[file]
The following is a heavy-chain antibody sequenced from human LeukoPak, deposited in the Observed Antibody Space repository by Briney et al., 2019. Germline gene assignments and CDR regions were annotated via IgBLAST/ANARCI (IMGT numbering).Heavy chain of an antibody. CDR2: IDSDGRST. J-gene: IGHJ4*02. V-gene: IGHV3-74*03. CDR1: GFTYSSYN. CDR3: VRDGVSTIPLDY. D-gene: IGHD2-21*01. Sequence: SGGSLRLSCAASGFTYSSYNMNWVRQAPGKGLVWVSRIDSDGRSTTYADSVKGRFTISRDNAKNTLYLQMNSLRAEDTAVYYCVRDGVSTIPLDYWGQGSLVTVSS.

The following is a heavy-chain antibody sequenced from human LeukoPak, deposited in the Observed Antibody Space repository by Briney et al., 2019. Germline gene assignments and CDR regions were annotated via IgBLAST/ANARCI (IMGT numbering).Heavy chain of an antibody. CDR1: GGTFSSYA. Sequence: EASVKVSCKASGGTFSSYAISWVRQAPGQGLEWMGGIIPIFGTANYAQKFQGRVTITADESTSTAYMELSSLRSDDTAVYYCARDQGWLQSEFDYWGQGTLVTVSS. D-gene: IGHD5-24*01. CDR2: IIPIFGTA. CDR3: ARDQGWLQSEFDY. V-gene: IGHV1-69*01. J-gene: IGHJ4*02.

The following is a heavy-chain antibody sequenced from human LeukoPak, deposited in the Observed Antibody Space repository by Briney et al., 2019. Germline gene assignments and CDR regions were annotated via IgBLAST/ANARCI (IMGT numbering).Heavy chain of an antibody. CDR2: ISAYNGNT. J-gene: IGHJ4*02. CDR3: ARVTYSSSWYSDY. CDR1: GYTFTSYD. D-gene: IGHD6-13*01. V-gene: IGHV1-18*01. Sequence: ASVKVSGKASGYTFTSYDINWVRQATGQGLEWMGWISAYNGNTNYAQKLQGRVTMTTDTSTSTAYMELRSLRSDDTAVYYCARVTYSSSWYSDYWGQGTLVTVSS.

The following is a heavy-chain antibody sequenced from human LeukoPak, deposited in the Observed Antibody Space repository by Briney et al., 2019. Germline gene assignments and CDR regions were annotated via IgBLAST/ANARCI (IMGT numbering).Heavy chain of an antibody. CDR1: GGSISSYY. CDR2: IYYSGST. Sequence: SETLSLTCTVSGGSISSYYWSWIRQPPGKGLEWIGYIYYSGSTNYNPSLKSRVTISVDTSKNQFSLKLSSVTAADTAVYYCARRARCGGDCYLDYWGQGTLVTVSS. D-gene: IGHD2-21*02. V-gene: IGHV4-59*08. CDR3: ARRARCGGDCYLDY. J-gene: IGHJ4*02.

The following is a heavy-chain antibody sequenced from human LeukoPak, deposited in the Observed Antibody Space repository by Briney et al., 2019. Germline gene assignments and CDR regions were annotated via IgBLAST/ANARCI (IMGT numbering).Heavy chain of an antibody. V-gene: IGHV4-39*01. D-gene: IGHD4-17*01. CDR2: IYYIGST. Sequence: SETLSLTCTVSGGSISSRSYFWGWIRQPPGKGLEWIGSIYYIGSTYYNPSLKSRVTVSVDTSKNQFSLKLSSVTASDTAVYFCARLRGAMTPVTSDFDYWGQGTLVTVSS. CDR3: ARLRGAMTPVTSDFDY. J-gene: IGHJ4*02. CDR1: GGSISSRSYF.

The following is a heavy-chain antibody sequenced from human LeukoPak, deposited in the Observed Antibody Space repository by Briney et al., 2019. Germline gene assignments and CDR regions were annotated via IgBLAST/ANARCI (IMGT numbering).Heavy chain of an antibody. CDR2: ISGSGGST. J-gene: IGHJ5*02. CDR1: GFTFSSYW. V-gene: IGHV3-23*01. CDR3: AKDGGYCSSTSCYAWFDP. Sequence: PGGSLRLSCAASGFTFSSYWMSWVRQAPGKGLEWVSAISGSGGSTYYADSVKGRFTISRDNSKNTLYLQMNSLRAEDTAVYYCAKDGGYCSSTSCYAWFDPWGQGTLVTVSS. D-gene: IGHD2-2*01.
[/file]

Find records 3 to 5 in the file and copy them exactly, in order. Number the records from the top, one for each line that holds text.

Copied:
The following is a heavy-chain antibody sequenced from human LeukoPak, deposited in the Observed Antibody Space repository by Briney et al., 2019. Germline gene assignments and CDR regions were annotated via IgBLAST/ANARCI (IMGT numbering).Heavy chain of an antibody. CDR2: ISAYNGNT. J-gene: IGHJ4*02. CDR3: ARVTYSSSWYSDY. CDR1: GYTFTSYD. D-gene: IGHD6-13*01. V-gene: IGHV1-18*01. Sequence: ASVKVSGKASGYTFTSYDINWVRQATGQGLEWMGWISAYNGNTNYAQKLQGRVTMTTDTSTSTAYMELRSLRSDDTAVYYCARVTYSSSWYSDYWGQGTLVTVSS.

The following is a heavy-chain antibody sequenced from human LeukoPak, deposited in the Observed Antibody Space repository by Briney et al., 2019. Germline gene assignments and CDR regions were annotated via IgBLAST/ANARCI (IMGT numbering).Heavy chain of an antibody. CDR1: GGSISSYY. CDR2: IYYSGST. Sequence: SETLSLTCTVSGGSISSYYWSWIRQPPGKGLEWIGYIYYSGSTNYNPSLKSRVTISVDTSKNQFSLKLSSVTAADTAVYYCARRARCGGDCYLDYWGQGTLVTVSS. D-gene: IGHD2-21*02. V-gene: IGHV4-59*08. CDR3: ARRARCGGDCYLDY. J-gene: IGHJ4*02.

The following is a heavy-chain antibody sequenced from human LeukoPak, deposited in the Observed Antibody Space repository by Briney et al., 2019. Germline gene assignments and CDR regions were annotated via IgBLAST/ANARCI (IMGT numbering).Heavy chain of an antibody. V-gene: IGHV4-39*01. D-gene: IGHD4-17*01. CDR2: IYYIGST. Sequence: SETLSLTCTVSGGSISSRSYFWGWIRQPPGKGLEWIGSIYYIGSTYYNPSLKSRVTVSVDTSKNQFSLKLSSVTASDTAVYFCARLRGAMTPVTSDFDYWGQGTLVTVSS. CDR3: ARLRGAMTPVTSDFDY. J-gene: IGHJ4*02. CDR1: GGSISSRSYF.